Review 1468: Swimming Home

I didn’t know what to make of Swimming Home because the situation was unbelievable to me. First, there is some timeline confusion because of a short scene dated July 1994 in which Kitty Finch is driving dangerously through the Alpes-Maritimes at midnight with a man. The scene seems threatening, and you get a sense of dread.

Then, the main action of the novel begins with no timeframe, so that you don’t know if the preceding scene comes before or after it or even what year we’re in until there are references later on.

Joe Jacobs, a poet and serial philanderer, has rented for the summer a villa in the Alpes-Maritimes with his wife Isabel, a war correspondent, his young daughter Nina, and another couple. They come home to find a naked woman in the pool, looking dead. She is not dead, she is Kitty Finch, a beautiful but clearly disturbed woman. She makes an unconvincing explanation that the owner lets her stay there sometimes off-season and she got her dates mixed up. It is not off-season, however.

Do they show her off the property? No, they do not. They invite her to stay in the extra room. In particular, Isabel invites her, which gives rise to wondering for the rest of the book.

In fact, it shortly comes out that Kitty knew Joe Jacobs was staying there and wants him to read her poem, “Swimming Home,” which is about suicide. It is clear all the way that the novel is working toward death, but the ending is surprising.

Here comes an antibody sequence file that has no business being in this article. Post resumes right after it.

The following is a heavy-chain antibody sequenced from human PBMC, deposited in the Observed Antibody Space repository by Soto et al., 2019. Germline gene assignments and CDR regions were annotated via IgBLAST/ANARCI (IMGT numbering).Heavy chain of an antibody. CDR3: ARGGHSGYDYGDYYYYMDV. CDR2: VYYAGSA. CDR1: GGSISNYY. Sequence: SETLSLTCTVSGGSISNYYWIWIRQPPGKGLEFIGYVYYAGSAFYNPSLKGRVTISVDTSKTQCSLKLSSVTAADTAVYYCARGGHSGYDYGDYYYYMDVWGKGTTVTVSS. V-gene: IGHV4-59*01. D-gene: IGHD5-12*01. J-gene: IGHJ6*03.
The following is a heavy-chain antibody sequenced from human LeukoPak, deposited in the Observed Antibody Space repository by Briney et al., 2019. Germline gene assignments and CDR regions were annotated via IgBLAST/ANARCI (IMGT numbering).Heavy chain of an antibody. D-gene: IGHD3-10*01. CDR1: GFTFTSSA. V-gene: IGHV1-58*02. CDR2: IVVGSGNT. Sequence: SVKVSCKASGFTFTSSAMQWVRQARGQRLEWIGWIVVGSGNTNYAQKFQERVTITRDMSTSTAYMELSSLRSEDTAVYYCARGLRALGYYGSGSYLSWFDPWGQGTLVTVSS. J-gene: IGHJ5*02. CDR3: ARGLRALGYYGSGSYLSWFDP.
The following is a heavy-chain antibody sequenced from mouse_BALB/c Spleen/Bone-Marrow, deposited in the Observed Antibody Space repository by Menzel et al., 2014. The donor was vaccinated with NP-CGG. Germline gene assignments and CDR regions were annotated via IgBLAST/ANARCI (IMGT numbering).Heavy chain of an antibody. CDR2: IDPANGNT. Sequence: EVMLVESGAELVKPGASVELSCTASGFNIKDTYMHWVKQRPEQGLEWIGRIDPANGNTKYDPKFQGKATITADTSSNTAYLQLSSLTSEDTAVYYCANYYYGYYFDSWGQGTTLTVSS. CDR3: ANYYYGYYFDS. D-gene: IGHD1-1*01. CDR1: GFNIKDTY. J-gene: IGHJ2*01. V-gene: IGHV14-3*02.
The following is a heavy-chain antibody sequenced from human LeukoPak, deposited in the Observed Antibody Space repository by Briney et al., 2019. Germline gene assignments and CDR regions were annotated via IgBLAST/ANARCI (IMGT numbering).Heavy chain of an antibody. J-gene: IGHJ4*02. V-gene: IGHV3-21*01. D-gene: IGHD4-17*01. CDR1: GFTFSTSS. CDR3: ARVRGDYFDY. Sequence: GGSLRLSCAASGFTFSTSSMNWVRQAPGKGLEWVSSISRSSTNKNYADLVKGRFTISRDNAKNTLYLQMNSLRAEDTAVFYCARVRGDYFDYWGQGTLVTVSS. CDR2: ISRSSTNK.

I read the novel for my Booker Prize project, and I’m still wondering about it.

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Day 1284: Hot Milk

Cover for Hot MilkSofia is an anthropology graduate student who has given up her job and her room in a storage cupboard to care for her mother, Rose, as she seeks medical help at a clinic in Spain. Rose has a myriad of symptoms, but no one has been able to diagnose a problem. Mostly, she is concerned about her legs. She can’t walk, at least when she doesn’t want to. She can’t feel anything, except when she does. She complains constantly, and nothing is ever right.

Sofia is unhappy with her life—her unfinished dissertation, her job as a barrista, the cubbyhole she lives in, her subservience to her mother. Her father left them when she was five and despite being wealthy, seems to feel no responsibility for them, even in the days when they could barely afford to eat. He has made a religious conversion and now has a young wife and baby daughter.

Sofia is dabbling in an affair with a German girl, Ingrid, from Berlin, but they seem to be at cross purposes.

This novel is intelligent and sometimes almost hallucinogenic as it explores Sofia’s attempts to wake up and take responsibility for herself. At times, I found it a little confusing and its incidents unlikely but mostly I was engaged in Sofia’s journey.

This is another book I read for my Man Booker Prize project.

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